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I have family in PWM and fly this route a lot on UA. Independence seemed to always have at least as many flights as UA, even in winter. I think this has more to do with their "let's stave off bankruptcy another couple of weeks" plan rather than their "seasonal flight reduction" plan.
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Whether they are small retail stores or major publicly traded corporations, businesses will face more restrictions when the new bankruptcy law goes into effect Oct. 17.
The tougher law was one factor that analysts said Delta Air Lines and Northwest Airlines considered before filing for Chapter 11 protection from their creditors a month before the law's effective date.
jaguar is correct. The new law (effective Oct 17) provides (among other things):
1. Relatively short 18 month period of debtor-exclusivity to file a POR (and no extensions, from what I have read, unlike UAL's 34 month period so far);
2. Very, very short 210 day period to decide on lease rejections/acceptance, also incapable of extension;
3. The widely reported limits on retention pay/bonus money to management of bankrupt companies.
I have read that we will see a rash of Ch 11 filings in the next two weeks and that some of the filing companies will be shockers. Nobody will be shocked if FlyI files, however.
Of course, if an airline is destined to shut down anyway, it won't really matter if it files prior to or after the Oct 17 effective date. That date only really matters to companies that expect to successfully reorganize. Dunno which side of that line FlyI falls - the next week or so may tell us.
Very impressed by FWAAA's knowledge of the industry.
As am I.
It doesn't really seem to matter when FlyI files because with their lack of assets they would likely go Ch. 7. I can't see an investor (or group thereof) sinking money into any domestic airline with still-surging fuel costs.
I can't see an investor (or group thereof) sinking money into any domestic airline with still-surging fuel costs.
There are lots of investors and companies that are still interested in the domestic airline industry - the problem is that when you are the ugly girl at the dance you don't always have the option of dancing with the homecoming king. DH no doubt has offers in front of them right now, but is weighing each one as to how it will allow them to keep the corporate identity they have built and would like to hold onto.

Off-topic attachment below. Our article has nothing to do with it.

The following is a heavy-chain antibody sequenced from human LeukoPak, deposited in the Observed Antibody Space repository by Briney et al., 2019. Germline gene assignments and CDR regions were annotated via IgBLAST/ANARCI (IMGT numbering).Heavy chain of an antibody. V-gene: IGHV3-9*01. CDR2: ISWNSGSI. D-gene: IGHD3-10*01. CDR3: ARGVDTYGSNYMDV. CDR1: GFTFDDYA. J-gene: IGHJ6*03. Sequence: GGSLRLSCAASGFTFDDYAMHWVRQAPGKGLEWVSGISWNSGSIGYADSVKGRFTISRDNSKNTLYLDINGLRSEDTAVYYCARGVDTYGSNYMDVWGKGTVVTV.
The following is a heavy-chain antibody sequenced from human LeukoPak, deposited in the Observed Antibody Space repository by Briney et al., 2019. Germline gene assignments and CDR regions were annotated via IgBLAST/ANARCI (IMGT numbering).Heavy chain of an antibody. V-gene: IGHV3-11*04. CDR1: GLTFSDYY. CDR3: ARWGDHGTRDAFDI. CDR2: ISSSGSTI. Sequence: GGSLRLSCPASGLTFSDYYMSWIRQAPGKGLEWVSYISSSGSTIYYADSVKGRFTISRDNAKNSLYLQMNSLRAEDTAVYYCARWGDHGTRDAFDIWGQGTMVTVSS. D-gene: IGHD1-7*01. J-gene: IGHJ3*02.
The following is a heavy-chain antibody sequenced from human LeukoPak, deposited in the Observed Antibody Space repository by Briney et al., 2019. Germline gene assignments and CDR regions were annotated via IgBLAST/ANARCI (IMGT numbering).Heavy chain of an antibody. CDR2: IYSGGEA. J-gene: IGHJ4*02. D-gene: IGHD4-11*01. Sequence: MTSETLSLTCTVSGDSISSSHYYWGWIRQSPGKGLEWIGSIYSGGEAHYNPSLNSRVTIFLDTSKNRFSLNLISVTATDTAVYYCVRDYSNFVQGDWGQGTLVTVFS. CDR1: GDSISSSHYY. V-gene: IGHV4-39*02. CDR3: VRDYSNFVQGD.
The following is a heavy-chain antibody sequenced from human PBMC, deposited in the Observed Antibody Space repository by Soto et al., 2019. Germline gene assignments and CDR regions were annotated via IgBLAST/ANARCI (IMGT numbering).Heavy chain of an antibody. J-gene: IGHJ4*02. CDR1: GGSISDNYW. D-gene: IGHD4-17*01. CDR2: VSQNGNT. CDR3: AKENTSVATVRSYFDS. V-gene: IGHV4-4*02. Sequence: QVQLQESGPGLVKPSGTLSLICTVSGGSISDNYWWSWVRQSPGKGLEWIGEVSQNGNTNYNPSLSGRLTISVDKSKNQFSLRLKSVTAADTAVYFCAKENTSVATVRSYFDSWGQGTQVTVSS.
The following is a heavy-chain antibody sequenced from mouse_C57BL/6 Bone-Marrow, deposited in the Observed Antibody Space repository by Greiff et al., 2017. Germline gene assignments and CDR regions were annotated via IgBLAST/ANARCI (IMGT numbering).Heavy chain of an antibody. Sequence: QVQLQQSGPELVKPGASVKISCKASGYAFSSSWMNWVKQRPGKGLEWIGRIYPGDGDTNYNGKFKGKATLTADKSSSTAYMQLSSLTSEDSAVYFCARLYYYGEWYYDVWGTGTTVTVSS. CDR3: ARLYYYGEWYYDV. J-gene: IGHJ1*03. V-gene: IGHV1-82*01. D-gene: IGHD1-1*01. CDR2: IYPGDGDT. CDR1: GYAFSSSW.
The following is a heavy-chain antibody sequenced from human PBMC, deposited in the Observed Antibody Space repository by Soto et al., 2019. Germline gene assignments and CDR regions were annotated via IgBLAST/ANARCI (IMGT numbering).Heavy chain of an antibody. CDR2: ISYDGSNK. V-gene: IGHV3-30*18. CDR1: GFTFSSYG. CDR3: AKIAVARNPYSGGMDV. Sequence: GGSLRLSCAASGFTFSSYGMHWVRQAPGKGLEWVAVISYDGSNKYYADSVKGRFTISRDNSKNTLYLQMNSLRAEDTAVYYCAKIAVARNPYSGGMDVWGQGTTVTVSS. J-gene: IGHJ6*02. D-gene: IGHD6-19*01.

I know a lot of people are forecasting Chapt 7 at every chance possible, but I still believe that the problems are fixable (maybe not without Chapt 11 and some pretty drastic changes, but fixable none-the-less).
I do agree that the new bankruptcy law won't really be a factor if DH does decide to file Chapt 11 since they have a fraction of the problems that any of the majors would have to contend with (multiple hostile unions, hundreds of vendors, hundreds of aircraft to re-negotiate for, etc...). If DH files they shouldn't need more than 18 months to either emerge or go away.
Either way, we should see an announcement within the next week or two.
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The biggest obligations DH as is to the airplane lessors. Here's the big kicker with a Ch 11 filing. We already have DL and NW in the BK process. They are trying to drop a ton of CRJ-200 (50 seat) off their books. Indy has what, 50 CRJ-200's left? If they filed Chapter 7, the lessors would get back their aircraft. With the market about to get flooded with the DL/NW rejects, that just makes the value of the 50 seaters that DH has worth even less. The major question is: Can the lessors get more money for the DH CRJ's on the open market, or can they get more money by renogiating the leases with DH? If the later is true, then DH is worth more to the creditors alive then dead. They already don't have a pension plan to pay their pilots, so I''m trying to think what their biggest leases outside of their airplanes would be.
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Even renegotiated leases won't help much - the operating costs of the CRJ are simply too high in the context of a low-cost or low-fare airline business model.
The best hope Indy has for continued existence is dumping the RJs in a bankruptcy filing and reorganizing the airline's route structure solely around the A319 fleet. However, even this is not likely to work. Independence Air is not filling an underserved niche - the airline has built market share on the backs of its creditors and employees by continually offering unsustainable fares that created a temporary upward distortion in market demand. Two hundred scrapped flights later, the airline's load factors still trail those of its *lower-cost* legacy competitors.
Strangely enough, the presence of DH likely led to a serendipitous outcome - the preservation of the UA IAD hub. Over the past two years, UA has seen significant demand increases from the uptick in marginal traffic that is normally outside the hub's core focus (e.g., Northeast-Florida connecting traffic). IOW, DH's presence has generally *helped* UA IAD, and might've convinced UAWHQ that there is indeed hope for the hub after all.